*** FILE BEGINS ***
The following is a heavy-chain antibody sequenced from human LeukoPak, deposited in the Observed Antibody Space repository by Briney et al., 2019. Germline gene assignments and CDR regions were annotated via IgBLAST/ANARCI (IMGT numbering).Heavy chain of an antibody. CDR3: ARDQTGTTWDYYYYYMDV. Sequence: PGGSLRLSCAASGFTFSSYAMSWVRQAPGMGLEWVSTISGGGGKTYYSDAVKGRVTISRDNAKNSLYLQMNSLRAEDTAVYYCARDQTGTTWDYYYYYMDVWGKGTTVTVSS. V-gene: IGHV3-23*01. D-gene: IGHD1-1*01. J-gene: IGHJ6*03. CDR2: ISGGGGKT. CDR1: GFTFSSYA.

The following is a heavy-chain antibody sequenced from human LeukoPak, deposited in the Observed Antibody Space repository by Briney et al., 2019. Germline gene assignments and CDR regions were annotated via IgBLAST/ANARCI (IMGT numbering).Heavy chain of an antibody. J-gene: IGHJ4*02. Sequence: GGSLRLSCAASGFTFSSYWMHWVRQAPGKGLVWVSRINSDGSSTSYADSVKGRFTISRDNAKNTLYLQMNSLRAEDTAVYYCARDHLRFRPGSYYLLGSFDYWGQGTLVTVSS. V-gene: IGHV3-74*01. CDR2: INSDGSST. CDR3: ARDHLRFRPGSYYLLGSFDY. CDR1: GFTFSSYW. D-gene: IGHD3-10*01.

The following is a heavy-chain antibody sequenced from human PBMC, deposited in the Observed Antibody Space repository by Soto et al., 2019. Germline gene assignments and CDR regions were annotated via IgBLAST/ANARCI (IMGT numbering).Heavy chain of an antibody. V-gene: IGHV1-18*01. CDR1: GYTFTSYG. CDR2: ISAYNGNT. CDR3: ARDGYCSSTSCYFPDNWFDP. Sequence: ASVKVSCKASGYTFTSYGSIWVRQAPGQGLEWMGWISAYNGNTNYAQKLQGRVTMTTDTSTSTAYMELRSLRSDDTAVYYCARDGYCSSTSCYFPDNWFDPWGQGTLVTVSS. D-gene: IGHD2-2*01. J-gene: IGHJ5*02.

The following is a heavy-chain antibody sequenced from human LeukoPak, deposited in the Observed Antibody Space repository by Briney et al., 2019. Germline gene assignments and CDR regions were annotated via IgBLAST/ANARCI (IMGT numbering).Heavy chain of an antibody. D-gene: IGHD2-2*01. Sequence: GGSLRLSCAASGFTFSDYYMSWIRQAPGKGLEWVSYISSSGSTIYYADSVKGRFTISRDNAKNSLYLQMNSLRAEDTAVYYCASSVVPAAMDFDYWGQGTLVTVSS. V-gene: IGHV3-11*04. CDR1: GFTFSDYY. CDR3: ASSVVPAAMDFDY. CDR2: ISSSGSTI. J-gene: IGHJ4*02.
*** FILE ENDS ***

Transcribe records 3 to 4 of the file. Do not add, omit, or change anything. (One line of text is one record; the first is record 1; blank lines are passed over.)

The following is a heavy-chain antibody sequenced from human PBMC, deposited in the Observed Antibody Space repository by Soto et al., 2019. Germline gene assignments and CDR regions were annotated via IgBLAST/ANARCI (IMGT numbering).Heavy chain of an antibody. V-gene: IGHV1-18*01. CDR1: GYTFTSYG. CDR2: ISAYNGNT. CDR3: ARDGYCSSTSCYFPDNWFDP. Sequence: ASVKVSCKASGYTFTSYGSIWVRQAPGQGLEWMGWISAYNGNTNYAQKLQGRVTMTTDTSTSTAYMELRSLRSDDTAVYYCARDGYCSSTSCYFPDNWFDPWGQGTLVTVSS. D-gene: IGHD2-2*01. J-gene: IGHJ5*02.

The following is a heavy-chain antibody sequenced from human LeukoPak, deposited in the Observed Antibody Space repository by Briney et al., 2019. Germline gene assignments and CDR regions were annotated via IgBLAST/ANARCI (IMGT numbering).Heavy chain of an antibody. D-gene: IGHD2-2*01. Sequence: GGSLRLSCAASGFTFSDYYMSWIRQAPGKGLEWVSYISSSGSTIYYADSVKGRFTISRDNAKNSLYLQMNSLRAEDTAVYYCASSVVPAAMDFDYWGQGTLVTVSS. V-gene: IGHV3-11*04. CDR1: GFTFSDYY. CDR3: ASSVVPAAMDFDY. CDR2: ISSSGSTI. J-gene: IGHJ4*02.